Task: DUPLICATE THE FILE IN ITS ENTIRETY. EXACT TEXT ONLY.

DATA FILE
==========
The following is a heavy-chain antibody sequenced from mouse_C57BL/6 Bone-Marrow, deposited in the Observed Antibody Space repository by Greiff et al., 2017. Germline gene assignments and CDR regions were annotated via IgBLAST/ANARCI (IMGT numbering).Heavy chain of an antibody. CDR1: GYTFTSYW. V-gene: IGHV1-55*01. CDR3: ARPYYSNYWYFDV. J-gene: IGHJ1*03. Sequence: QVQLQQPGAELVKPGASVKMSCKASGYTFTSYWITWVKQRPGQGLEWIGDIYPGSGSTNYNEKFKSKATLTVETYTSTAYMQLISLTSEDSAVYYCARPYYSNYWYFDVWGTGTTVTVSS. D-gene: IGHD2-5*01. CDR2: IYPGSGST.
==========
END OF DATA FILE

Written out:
The following is a heavy-chain antibody sequenced from mouse_C57BL/6 Bone-Marrow, deposited in the Observed Antibody Space repository by Greiff et al., 2017. Germline gene assignments and CDR regions were annotated via IgBLAST/ANARCI (IMGT numbering).Heavy chain of an antibody. CDR1: GYTFTSYW. V-gene: IGHV1-55*01. CDR3: ARPYYSNYWYFDV. J-gene: IGHJ1*03. Sequence: QVQLQQPGAELVKPGASVKMSCKASGYTFTSYWITWVKQRPGQGLEWIGDIYPGSGSTNYNEKFKSKATLTVETYTSTAYMQLISLTSEDSAVYYCARPYYSNYWYFDVWGTGTTVTVSS. D-gene: IGHD2-5*01. CDR2: IYPGSGST.